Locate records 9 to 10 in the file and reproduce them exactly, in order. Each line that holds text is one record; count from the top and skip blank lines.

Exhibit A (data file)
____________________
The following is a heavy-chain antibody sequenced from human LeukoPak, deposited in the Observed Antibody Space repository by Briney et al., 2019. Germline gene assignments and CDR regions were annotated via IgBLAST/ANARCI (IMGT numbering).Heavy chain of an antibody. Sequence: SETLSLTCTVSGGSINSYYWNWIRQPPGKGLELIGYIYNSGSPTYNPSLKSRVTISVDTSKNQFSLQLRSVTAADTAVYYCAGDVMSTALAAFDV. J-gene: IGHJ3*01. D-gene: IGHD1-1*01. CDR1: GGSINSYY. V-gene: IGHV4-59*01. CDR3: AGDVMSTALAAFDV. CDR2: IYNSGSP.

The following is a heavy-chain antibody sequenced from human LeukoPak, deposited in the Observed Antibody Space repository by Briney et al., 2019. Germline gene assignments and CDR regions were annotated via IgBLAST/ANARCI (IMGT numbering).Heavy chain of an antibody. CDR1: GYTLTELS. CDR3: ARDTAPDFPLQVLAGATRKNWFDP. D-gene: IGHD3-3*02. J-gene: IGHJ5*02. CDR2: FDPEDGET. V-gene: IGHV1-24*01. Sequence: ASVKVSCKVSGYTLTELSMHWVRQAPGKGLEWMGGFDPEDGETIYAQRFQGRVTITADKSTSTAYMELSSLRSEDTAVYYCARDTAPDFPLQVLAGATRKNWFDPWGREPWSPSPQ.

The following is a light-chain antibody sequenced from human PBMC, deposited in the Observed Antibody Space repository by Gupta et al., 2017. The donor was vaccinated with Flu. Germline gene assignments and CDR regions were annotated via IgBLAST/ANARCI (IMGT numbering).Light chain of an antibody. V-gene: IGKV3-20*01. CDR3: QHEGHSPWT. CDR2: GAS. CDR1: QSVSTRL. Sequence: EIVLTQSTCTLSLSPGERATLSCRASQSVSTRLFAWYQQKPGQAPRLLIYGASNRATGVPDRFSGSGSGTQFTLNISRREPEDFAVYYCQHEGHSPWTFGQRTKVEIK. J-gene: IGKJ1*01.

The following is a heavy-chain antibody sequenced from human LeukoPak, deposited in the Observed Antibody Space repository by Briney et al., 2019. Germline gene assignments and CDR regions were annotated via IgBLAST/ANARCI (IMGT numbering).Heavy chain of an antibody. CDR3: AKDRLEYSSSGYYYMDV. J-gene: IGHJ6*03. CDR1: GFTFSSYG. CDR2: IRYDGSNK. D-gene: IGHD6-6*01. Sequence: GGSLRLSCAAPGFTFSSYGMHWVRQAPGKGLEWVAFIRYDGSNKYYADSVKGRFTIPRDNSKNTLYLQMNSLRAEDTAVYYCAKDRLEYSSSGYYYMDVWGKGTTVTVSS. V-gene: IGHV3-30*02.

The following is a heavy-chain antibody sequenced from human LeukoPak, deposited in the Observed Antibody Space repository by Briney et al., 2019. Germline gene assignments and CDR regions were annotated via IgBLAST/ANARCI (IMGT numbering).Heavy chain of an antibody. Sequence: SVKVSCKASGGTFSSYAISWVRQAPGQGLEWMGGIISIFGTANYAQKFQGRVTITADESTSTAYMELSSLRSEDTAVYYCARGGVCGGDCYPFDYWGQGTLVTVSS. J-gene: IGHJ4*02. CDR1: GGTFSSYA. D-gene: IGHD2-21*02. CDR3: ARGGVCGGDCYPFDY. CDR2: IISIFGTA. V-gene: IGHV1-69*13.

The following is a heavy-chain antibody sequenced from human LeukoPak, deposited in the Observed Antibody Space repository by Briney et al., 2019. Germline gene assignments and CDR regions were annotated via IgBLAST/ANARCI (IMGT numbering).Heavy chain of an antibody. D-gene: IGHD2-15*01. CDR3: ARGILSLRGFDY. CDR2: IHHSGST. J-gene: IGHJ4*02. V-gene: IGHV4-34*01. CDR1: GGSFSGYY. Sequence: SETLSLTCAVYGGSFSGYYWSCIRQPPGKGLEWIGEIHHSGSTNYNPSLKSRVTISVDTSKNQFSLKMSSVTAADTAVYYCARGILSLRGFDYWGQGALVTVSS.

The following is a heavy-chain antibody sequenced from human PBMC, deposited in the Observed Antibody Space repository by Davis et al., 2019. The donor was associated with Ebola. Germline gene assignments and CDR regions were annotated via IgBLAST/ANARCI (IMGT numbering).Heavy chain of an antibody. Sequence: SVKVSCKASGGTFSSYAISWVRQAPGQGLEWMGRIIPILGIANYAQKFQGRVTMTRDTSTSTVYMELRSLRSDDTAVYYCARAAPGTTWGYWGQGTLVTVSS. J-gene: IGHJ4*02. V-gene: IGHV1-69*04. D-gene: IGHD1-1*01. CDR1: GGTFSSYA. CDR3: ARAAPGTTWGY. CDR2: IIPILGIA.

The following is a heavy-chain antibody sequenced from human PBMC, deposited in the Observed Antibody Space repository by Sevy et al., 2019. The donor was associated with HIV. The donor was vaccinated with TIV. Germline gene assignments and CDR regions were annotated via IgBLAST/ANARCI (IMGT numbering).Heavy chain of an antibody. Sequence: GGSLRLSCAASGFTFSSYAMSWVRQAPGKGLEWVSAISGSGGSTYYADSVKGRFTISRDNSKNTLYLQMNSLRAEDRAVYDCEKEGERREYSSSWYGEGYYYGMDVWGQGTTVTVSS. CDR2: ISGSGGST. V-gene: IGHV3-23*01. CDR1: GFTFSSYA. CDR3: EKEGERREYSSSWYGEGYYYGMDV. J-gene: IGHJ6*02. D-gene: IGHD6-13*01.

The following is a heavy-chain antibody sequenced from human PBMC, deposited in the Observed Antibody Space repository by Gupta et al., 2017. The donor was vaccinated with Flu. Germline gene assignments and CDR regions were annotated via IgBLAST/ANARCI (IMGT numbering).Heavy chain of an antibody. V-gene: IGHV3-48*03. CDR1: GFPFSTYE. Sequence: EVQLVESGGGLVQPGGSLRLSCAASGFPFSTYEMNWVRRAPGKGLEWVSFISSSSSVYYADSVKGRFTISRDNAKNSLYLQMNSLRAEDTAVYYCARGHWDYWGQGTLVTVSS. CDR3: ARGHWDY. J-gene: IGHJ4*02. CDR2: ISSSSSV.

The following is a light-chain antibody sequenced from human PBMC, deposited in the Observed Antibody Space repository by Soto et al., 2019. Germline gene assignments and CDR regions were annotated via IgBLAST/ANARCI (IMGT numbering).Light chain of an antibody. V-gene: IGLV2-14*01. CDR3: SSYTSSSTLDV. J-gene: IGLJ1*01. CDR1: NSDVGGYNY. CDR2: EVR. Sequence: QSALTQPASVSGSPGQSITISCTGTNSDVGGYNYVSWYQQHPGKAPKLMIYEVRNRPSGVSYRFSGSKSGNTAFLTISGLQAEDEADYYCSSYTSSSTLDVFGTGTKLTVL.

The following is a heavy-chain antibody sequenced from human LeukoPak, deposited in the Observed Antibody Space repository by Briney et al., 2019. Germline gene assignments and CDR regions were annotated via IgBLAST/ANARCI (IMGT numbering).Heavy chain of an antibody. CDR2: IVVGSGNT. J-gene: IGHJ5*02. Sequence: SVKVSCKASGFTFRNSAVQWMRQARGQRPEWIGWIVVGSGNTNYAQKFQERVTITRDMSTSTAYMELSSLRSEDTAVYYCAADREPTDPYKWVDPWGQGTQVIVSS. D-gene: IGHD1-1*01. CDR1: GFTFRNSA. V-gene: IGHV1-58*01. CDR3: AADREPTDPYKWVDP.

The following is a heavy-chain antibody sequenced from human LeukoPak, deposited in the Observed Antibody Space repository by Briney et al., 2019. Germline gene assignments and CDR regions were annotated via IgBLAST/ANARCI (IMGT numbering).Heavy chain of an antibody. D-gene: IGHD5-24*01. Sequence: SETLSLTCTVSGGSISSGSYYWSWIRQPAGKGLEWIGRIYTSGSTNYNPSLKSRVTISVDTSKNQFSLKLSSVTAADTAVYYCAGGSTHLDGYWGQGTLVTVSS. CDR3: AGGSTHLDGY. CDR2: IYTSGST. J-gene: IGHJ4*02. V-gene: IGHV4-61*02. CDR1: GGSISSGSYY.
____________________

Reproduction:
The following is a heavy-chain antibody sequenced from human PBMC, deposited in the Observed Antibody Space repository by Gupta et al., 2017. The donor was vaccinated with Flu. Germline gene assignments and CDR regions were annotated via IgBLAST/ANARCI (IMGT numbering).Heavy chain of an antibody. V-gene: IGHV3-48*03. CDR1: GFPFSTYE. Sequence: EVQLVESGGGLVQPGGSLRLSCAASGFPFSTYEMNWVRRAPGKGLEWVSFISSSSSVYYADSVKGRFTISRDNAKNSLYLQMNSLRAEDTAVYYCARGHWDYWGQGTLVTVSS. CDR3: ARGHWDY. J-gene: IGHJ4*02. CDR2: ISSSSSV.

The following is a light-chain antibody sequenced from human PBMC, deposited in the Observed Antibody Space repository by Soto et al., 2019. Germline gene assignments and CDR regions were annotated via IgBLAST/ANARCI (IMGT numbering).Light chain of an antibody. V-gene: IGLV2-14*01. CDR3: SSYTSSSTLDV. J-gene: IGLJ1*01. CDR1: NSDVGGYNY. CDR2: EVR. Sequence: QSALTQPASVSGSPGQSITISCTGTNSDVGGYNYVSWYQQHPGKAPKLMIYEVRNRPSGVSYRFSGSKSGNTAFLTISGLQAEDEADYYCSSYTSSSTLDVFGTGTKLTVL.